The absence of any gusts of righteous outrage about a poll that showed how Americans view the traits of prospective candidates reveal that ageism is our last acceptable bigotry.
The data shows that only atheism and the lack of any elective experience would make someone less likely to vote for a candidate. Indeed, the resistance to vote for a candidate who is 70+ topped any objections to previous drug use, extra marital affairs, taking anti-depressants, or being a long-term Washington politician.
I believe this data. And what makes it all the more telling is that the sample includes those over 50, a group who presumably wouldn't be less likely to vote for those over seventy. Which means that it took a ton of age-fearing young 'uns to make the number as large as it turned out.
In fact, I believe the response to the 70+ candidate is more honest than the finding that only 11% of those surveyed would be less likely to vote for a female candidate, and just 4% for a Black one. Political correctness has primed us to fire back the socially acceptance answers in those two cases, but age discrimination hasn't risen to the level of social reprehensibility where it's necessary to hide it, even in an anonymous survey.
The survey is actually no surprise, despite the torrents of media attention to the preternatural and extended youth of the boomers, the glories of Botox and Restylane, and the blurring of conventional demarcations of age. So even if you're thinking that with older people looking defiantly -- though unsettlingly younger, with baseball players continuing to wear those goofy, young-guy's uniforms into their forties, that America is truly re-defining chronology downward. That's a load of crap.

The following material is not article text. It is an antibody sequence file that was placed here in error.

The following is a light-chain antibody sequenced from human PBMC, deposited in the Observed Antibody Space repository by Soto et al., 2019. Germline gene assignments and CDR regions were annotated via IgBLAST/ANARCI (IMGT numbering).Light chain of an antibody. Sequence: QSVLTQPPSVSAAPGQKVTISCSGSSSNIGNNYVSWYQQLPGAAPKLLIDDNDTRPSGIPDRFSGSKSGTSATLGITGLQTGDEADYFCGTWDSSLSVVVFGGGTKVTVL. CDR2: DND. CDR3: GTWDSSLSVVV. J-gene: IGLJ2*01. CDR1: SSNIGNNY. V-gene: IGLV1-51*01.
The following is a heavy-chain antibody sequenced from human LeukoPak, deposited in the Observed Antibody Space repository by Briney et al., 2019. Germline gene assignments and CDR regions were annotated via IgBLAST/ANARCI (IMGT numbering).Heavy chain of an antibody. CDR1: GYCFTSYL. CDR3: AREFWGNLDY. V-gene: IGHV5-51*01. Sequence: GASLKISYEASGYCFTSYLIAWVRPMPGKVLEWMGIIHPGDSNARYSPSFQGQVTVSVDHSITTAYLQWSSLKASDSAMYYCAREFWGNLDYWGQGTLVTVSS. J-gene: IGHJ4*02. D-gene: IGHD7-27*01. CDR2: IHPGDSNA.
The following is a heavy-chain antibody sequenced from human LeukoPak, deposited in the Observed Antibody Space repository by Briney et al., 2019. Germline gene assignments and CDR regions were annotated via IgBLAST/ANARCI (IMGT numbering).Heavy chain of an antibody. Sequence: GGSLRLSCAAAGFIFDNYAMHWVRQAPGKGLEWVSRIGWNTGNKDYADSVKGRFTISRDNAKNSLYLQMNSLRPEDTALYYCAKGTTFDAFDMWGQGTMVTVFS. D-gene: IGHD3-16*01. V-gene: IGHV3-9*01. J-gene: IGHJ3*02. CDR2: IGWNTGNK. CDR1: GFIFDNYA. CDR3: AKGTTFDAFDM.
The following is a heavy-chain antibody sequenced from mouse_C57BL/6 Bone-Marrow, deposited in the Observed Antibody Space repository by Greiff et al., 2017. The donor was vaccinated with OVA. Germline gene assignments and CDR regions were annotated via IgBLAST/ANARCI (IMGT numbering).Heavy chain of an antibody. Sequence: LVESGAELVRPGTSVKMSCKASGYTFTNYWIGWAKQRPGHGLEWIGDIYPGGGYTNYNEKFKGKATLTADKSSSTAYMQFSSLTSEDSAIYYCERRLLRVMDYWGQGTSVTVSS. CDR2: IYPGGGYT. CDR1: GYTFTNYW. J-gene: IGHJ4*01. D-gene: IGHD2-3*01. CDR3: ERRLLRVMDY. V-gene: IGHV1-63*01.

Old people are culturally imprinted as being unable to fully contribute to society; they can be relied on for their "wisdom", but that's very different than complete and relentless engagement with the world at hand. We won't trust them with our votes because we question their mental agility (Reagan was no help, here) and because here in America (as opposed to Europe) we are obsessed with the future, and old folks embody the past.
The media, of course, is the primary contributor to this. Movies and TV continue their manufacture of stereotypes and clichés about old-people, trafficking in heavy-handed jokes about memory loss, physical decline, or sexual dysfunction. In the case of men, it's a Viagra-induced, satyr-like lecherousness (as in Peter O'Toole's last, pathetic movie); in the case of women, a post-menopausal horniness.
Engaging with the media today for a 70-year old must be like it was for Blacks in the Amos and Andy, watermelon era. Or like it was for Hispanics, back in the day when every Latino belong to a gang and carried a switchblade, (A word you hardly hear, these days. Where have all the switchblades gone?)
This data should serve as a cautionary blast of reality for those boomers who do not expect to go gently into their dotage, and who are expecting to march into their sixties, seventies and even eighties as hip, cool, and wildly relevant participants in society. You may not see yourself as heading for the rocking-chair exit as your parents did. But the rest of America sees it differently. In fact, they want you to rock on in a totally different way than you ever expected to.